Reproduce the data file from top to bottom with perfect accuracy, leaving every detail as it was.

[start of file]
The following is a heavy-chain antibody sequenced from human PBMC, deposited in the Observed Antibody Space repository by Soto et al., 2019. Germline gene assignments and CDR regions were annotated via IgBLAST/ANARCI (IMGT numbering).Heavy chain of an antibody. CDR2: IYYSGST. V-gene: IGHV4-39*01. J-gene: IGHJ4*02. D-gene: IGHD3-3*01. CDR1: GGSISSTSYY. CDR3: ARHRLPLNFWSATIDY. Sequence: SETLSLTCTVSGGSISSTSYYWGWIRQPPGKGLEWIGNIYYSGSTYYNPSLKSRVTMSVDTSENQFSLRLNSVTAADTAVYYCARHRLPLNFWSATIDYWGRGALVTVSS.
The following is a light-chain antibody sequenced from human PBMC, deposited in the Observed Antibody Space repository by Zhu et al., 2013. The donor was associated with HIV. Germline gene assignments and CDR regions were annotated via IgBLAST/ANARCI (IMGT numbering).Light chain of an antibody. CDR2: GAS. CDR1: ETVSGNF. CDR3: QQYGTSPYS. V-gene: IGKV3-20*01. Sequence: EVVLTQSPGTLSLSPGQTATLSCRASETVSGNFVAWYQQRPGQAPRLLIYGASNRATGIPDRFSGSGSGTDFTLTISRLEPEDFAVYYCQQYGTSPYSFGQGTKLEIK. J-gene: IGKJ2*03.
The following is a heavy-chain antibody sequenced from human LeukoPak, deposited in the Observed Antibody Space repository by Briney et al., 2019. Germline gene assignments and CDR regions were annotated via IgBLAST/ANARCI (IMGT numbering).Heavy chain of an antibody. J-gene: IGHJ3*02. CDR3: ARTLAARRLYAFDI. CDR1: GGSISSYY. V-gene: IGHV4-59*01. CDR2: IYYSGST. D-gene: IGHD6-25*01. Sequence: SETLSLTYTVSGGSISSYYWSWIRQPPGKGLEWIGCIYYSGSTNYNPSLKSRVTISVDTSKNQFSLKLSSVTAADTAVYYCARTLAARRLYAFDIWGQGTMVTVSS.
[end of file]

The following is a heavy-chain antibody sequenced from human PBMC, deposited in the Observed Antibody Space repository by Soto et al., 2019. Germline gene assignments and CDR regions were annotated via IgBLAST/ANARCI (IMGT numbering).Heavy chain of an antibody. CDR2: IYYSGST. V-gene: IGHV4-39*01. J-gene: IGHJ4*02. D-gene: IGHD3-3*01. CDR1: GGSISSTSYY. CDR3: ARHRLPLNFWSATIDY. Sequence: SETLSLTCTVSGGSISSTSYYWGWIRQPPGKGLEWIGNIYYSGSTYYNPSLKSRVTMSVDTSENQFSLRLNSVTAADTAVYYCARHRLPLNFWSATIDYWGRGALVTVSS.
The following is a light-chain antibody sequenced from human PBMC, deposited in the Observed Antibody Space repository by Zhu et al., 2013. The donor was associated with HIV. Germline gene assignments and CDR regions were annotated via IgBLAST/ANARCI (IMGT numbering).Light chain of an antibody. CDR2: GAS. CDR1: ETVSGNF. CDR3: QQYGTSPYS. V-gene: IGKV3-20*01. Sequence: EVVLTQSPGTLSLSPGQTATLSCRASETVSGNFVAWYQQRPGQAPRLLIYGASNRATGIPDRFSGSGSGTDFTLTISRLEPEDFAVYYCQQYGTSPYSFGQGTKLEIK. J-gene: IGKJ2*03.
The following is a heavy-chain antibody sequenced from human LeukoPak, deposited in the Observed Antibody Space repository by Briney et al., 2019. Germline gene assignments and CDR regions were annotated via IgBLAST/ANARCI (IMGT numbering).Heavy chain of an antibody. J-gene: IGHJ3*02. CDR3: ARTLAARRLYAFDI. CDR1: GGSISSYY. V-gene: IGHV4-59*01. CDR2: IYYSGST. D-gene: IGHD6-25*01. Sequence: SETLSLTYTVSGGSISSYYWSWIRQPPGKGLEWIGCIYYSGSTNYNPSLKSRVTISVDTSKNQFSLKLSSVTAADTAVYYCARTLAARRLYAFDIWGQGTMVTVSS.